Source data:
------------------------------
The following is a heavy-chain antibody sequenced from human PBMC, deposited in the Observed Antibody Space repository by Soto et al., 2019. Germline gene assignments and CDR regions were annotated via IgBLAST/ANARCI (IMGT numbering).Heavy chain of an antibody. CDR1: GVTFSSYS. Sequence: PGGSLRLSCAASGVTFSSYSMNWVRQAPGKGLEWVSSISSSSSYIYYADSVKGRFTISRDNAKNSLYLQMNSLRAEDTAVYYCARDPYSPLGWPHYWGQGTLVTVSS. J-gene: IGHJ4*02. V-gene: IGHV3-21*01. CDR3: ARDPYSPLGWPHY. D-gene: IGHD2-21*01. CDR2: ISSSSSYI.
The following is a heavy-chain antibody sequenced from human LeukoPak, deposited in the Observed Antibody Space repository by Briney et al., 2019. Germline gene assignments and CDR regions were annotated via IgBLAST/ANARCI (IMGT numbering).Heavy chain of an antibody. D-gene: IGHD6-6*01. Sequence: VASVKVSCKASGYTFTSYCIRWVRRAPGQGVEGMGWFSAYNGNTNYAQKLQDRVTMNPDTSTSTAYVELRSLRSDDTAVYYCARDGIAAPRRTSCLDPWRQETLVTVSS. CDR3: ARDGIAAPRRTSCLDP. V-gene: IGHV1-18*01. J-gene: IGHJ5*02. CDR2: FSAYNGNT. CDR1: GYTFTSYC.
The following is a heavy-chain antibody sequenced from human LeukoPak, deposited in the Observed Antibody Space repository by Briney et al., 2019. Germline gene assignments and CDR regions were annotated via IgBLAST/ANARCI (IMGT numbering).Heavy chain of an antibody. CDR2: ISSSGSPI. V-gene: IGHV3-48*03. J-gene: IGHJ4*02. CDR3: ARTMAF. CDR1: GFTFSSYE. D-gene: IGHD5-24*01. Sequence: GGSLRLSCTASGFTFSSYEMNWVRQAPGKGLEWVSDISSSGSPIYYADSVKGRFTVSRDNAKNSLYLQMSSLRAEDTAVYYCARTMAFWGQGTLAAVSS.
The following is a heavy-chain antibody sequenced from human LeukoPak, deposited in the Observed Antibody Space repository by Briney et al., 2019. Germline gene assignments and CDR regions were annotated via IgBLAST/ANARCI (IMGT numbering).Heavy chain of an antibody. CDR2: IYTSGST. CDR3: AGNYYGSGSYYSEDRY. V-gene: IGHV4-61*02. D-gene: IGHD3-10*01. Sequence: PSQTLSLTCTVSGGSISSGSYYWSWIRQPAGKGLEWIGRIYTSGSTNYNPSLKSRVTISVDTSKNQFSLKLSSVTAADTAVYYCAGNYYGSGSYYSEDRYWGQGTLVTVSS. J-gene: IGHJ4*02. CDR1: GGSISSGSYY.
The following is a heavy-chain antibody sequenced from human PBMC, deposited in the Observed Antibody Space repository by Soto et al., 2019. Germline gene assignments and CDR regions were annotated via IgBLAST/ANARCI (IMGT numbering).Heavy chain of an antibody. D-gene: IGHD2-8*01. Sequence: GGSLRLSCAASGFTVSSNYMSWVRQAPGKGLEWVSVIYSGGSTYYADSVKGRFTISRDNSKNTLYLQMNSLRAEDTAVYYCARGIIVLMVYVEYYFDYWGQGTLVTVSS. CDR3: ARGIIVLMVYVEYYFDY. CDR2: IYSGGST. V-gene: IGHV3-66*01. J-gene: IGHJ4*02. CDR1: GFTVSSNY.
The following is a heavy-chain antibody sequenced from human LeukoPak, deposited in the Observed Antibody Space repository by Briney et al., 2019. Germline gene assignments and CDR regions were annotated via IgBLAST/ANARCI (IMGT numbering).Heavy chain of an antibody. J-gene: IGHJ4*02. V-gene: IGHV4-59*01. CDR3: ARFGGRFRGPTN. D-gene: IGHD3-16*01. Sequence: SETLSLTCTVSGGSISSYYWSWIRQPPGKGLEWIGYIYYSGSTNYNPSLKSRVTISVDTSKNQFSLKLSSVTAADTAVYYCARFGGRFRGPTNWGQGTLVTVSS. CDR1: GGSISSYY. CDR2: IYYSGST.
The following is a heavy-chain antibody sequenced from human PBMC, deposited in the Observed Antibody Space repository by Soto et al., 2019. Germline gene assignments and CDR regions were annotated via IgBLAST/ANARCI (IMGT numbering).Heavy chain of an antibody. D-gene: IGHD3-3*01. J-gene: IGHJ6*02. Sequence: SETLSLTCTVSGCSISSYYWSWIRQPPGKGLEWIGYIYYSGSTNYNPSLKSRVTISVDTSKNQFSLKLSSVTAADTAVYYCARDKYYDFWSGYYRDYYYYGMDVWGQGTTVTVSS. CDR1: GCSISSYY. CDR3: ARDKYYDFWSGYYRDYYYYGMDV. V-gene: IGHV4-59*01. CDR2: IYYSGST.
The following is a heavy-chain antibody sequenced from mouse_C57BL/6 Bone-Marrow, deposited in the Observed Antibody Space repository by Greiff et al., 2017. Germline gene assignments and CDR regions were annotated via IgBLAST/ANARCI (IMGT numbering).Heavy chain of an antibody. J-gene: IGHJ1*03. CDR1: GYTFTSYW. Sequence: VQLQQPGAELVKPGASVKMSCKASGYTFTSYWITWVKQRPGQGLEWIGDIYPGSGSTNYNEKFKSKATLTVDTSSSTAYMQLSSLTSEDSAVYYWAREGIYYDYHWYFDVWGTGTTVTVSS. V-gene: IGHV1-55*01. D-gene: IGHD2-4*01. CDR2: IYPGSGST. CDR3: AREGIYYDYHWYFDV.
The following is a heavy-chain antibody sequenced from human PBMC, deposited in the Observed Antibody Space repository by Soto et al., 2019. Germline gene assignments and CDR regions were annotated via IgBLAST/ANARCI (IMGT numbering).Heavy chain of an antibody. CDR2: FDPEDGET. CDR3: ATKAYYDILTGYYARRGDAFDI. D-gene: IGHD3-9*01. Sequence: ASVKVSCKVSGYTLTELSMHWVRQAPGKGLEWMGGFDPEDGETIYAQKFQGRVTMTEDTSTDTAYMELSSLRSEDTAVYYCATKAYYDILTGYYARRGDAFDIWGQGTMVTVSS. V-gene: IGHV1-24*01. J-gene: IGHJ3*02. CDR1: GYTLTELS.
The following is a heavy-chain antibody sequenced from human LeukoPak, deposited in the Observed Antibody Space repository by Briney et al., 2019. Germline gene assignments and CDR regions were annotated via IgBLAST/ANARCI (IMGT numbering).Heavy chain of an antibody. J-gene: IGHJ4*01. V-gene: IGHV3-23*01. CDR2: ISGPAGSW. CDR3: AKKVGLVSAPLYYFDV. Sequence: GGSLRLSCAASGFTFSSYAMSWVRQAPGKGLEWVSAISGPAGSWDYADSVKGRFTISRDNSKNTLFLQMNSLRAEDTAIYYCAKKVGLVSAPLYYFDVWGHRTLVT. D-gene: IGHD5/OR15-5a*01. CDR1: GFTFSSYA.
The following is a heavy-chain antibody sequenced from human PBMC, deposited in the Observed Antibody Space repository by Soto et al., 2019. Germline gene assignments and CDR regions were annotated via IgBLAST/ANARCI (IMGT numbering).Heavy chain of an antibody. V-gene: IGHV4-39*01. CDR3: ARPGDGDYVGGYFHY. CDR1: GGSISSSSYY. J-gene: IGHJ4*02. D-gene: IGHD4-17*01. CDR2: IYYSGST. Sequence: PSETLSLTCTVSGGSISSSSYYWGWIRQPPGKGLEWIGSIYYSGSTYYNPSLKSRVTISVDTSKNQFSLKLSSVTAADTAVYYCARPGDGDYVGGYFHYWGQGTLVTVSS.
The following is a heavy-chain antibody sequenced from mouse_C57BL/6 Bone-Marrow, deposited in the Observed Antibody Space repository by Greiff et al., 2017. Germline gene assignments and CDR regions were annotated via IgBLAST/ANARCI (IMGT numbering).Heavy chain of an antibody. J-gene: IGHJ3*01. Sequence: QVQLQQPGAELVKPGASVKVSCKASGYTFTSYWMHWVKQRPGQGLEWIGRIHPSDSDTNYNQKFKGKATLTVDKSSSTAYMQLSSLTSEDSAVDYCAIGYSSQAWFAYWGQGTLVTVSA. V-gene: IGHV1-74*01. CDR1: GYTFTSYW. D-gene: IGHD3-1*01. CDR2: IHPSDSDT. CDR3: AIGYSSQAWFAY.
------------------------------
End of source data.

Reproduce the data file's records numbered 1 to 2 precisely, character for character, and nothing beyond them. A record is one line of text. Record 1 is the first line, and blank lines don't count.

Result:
The following is a heavy-chain antibody sequenced from human PBMC, deposited in the Observed Antibody Space repository by Soto et al., 2019. Germline gene assignments and CDR regions were annotated via IgBLAST/ANARCI (IMGT numbering).Heavy chain of an antibody. CDR1: GVTFSSYS. Sequence: PGGSLRLSCAASGVTFSSYSMNWVRQAPGKGLEWVSSISSSSSYIYYADSVKGRFTISRDNAKNSLYLQMNSLRAEDTAVYYCARDPYSPLGWPHYWGQGTLVTVSS. J-gene: IGHJ4*02. V-gene: IGHV3-21*01. CDR3: ARDPYSPLGWPHY. D-gene: IGHD2-21*01. CDR2: ISSSSSYI.
The following is a heavy-chain antibody sequenced from human LeukoPak, deposited in the Observed Antibody Space repository by Briney et al., 2019. Germline gene assignments and CDR regions were annotated via IgBLAST/ANARCI (IMGT numbering).Heavy chain of an antibody. D-gene: IGHD6-6*01. Sequence: VASVKVSCKASGYTFTSYCIRWVRRAPGQGVEGMGWFSAYNGNTNYAQKLQDRVTMNPDTSTSTAYVELRSLRSDDTAVYYCARDGIAAPRRTSCLDPWRQETLVTVSS. CDR3: ARDGIAAPRRTSCLDP. V-gene: IGHV1-18*01. J-gene: IGHJ5*02. CDR2: FSAYNGNT. CDR1: GYTFTSYC.